Holiday Shopping, Ways We Can Be Environmental Friendly
Buying holiday gifts should start earlier, you might want to do your shopping while on vacation. The best place to do shopping is in the Philippines, one of the top shopping center in Asia Pacific with its numerous malls such as SM, Mall of Asia, Robinsons, Rustans, Gaisano, and so forth located almost in every corner of the cities. Take advantage to wander to Philippines wonders www.travelmedium.com such as Boracay, Baguio, Palawan, etc. Go on holidays, shop, and be more environmentally friendly as what Mark Jeantheau said in his article called "How You Can Give Better Holiday Gifts AND Be More Environmentally Friendly." He said and i quote:
the holiday shopping season, and Grinning Planet would like
to point out that the holiday phrase "Ho, ho, ho!" also
relates to being green--it's the Jolly Green Giant's tagline.
Well, OK, that doesn't exactly get us to the "eco-friendly"
meaning of being green. But when shopping for holiday gifts,
there are a number of ways we can be environmentally friendly.
A different approach is to ask your giftees for wish lists,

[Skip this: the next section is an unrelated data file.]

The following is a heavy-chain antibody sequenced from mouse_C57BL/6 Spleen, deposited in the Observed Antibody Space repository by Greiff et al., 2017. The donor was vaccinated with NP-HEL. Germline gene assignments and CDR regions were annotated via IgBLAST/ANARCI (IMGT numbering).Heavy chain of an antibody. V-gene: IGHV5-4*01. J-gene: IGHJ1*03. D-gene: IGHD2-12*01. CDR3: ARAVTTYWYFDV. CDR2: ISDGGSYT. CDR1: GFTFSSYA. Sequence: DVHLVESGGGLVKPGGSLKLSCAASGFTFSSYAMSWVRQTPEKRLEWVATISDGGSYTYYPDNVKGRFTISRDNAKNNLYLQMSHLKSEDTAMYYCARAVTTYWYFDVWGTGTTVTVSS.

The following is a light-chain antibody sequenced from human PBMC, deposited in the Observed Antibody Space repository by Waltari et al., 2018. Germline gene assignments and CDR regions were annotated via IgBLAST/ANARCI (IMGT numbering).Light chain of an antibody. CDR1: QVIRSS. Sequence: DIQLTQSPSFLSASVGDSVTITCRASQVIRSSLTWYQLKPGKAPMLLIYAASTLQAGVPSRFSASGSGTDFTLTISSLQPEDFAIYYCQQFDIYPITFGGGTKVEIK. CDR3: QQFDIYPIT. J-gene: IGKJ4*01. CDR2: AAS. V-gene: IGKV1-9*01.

which works especially well within families, where social
protocols and rituals can be more easily adjusted. This
lessens the surprise factor but guarantees that you're giving
a gift that the person will use.
It may be too late this year to implement such a strategy, but if you'd like to try it next year, suggesting the change to your family/friends just after this holiday season will give people time to think about it and adjust to the idea. Regardless of how you arrange your gift giving, choosing environmentally friendly products will be better for the planet than buying everyone an economy sized bottle of cloying cologne or some other non-green item.
looking at items claiming to be green, the US Federal Trade
Commission advises that shoppers look for quantitative or
specific claims, rather than general claims like "green,"
"eco-friendly," or "environmentally safe," which are open
to interpretation. Better descriptions are things like "made
from organic cotton," "made from 50% recycled materials,"
or "manufactured without animal testing."
Fair trade -- Buying fair-trade items--items typically made
by indigenous peoples--often helps the creators sustain
themselves without resorting to environmentally unwise practices
such as clearcutting forests. Whether it's art, coffee,
chocolate, soaps, or carpets, buying items labeled "fair
trade" lets you avoid purchasing gifts that were produced
by companies that use exploitative labor practices.
To some extent, a nice holiday get-together with family
and friends, full of good cheer and warm conversation, is
as good a gift as many of us really need.